This is especially true when you are first getting to know one another, says Barrett, when it may actually be the most tempting to just leave them on read or ignore them completely. “If you’re in the early stages of dating, you want to avoid being overly eager, because that can come across as needy,” he explains. But Barrett adds that this doesn’t mean you should be rude or play mind games. “Rather than ignoring someone, you want to cultivate a full, rich, busy life, and people who lead busy lives will give the person they’re dating space because they’re not always texting and calling,” he says.

The issue, Barrett explains, is that purposefully ignoring someone is a mind game, and it’s inauthentic, which can easily backfire. So, his advice is to stay busy instead of just pretending to be busy. “Instead of ignoring someone, which creates the appearance of a full life, cultivate an actual fun, rich life, and then you won’t have to use tactics like ‘ignoring.’ You’ll just be busy, which does make you more attractive,” he says.

Barrett stresses that when you are interested in someone, it’s all about finding a balance between letting them know that you’re open to dating without coming off as “too eager”. “Dating is a dance, and part of that dance is not to be or appear needy or over-eager,” he explains. “Actively ignoring someone might work in the short term, but it usually backfires, because if there are mutual interest and chemistry, it will just come across as ‘game-playing’ and manipulation.”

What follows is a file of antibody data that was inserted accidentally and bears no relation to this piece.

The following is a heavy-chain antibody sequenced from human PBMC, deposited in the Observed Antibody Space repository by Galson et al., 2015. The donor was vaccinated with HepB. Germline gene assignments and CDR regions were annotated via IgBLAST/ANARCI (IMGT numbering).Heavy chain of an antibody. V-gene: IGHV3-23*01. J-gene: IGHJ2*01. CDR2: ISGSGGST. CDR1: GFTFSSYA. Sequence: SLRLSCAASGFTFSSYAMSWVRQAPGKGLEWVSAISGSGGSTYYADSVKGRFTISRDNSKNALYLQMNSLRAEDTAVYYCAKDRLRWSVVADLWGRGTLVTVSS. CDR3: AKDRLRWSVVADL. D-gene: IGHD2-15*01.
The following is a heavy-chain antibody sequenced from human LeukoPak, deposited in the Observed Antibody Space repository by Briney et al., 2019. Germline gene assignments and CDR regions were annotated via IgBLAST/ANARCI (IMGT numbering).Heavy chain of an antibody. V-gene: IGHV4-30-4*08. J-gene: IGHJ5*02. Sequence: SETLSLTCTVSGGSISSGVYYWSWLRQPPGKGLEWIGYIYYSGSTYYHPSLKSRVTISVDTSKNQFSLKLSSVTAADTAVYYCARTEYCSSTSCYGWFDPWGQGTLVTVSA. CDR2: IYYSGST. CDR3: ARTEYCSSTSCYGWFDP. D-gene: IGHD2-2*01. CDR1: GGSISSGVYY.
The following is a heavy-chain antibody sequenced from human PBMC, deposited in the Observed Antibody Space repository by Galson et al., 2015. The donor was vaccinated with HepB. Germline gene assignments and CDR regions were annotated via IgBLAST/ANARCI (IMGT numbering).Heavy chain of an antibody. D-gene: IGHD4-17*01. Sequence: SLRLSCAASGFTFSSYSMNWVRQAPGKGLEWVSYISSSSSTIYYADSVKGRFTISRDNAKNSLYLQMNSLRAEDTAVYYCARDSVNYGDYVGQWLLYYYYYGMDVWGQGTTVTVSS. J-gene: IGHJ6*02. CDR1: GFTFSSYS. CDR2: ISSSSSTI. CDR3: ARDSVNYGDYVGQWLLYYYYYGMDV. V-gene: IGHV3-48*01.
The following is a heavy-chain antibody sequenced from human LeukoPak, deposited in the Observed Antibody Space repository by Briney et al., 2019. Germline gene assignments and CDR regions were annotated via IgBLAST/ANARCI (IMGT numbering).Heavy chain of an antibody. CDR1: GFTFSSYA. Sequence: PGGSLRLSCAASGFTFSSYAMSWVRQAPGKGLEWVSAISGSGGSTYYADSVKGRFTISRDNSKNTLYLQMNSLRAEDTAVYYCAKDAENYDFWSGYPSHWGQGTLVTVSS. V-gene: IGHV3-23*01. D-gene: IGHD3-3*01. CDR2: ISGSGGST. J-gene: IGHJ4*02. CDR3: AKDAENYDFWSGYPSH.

What Barrett is ultimately getting at is that, if you want a real connection, you might want to just be authentic with the object of your affection. Sure, ignoring them may work in the short term, but you’re actually short-changing yourself by simply creating the artifice of a full life instead of striving to actually have one. It’s also easy to get caught up in a lie. So, maybe just give the mind games a pass and go ahead and reply to their texts instead.

 

Thank you for reading my blog. Please read, like, comment, and most of all follow Phicklephilly. I publish every day.

You can check out my books here: https://www.amazon.com/s?k=charles+wiedenmann&ref=nb_sb_noss_1

5 Signs Your Innocent Friendship Has Turned Into a Full-Blown Emotional Affair

Emotional affairs often begin as non-sexual friendships.

What is an emotional affair? How did your innocent flirting with someone you claim to be just good friends with turn into emotional cheating and infidelity?

I cannot count how many couples have come into my life with their relationships in shambles — with one spouse saying that their partner had an affair, with the other denying an affair occurred often proclaiming that they are “just really good friends” and that they “never had sex”.

So…was it an emotional affair?

In a monogamous relationship, people share both emotional and sexual information that is exclusive to their partners. They expose their weaknesses, mistakes, and innermost feelings.

We build trust with the other person because we make ourselves vulnerable. These conversations are valued and treasured by us because we know this information is reserved for us and only we have access to these aspects of our partner.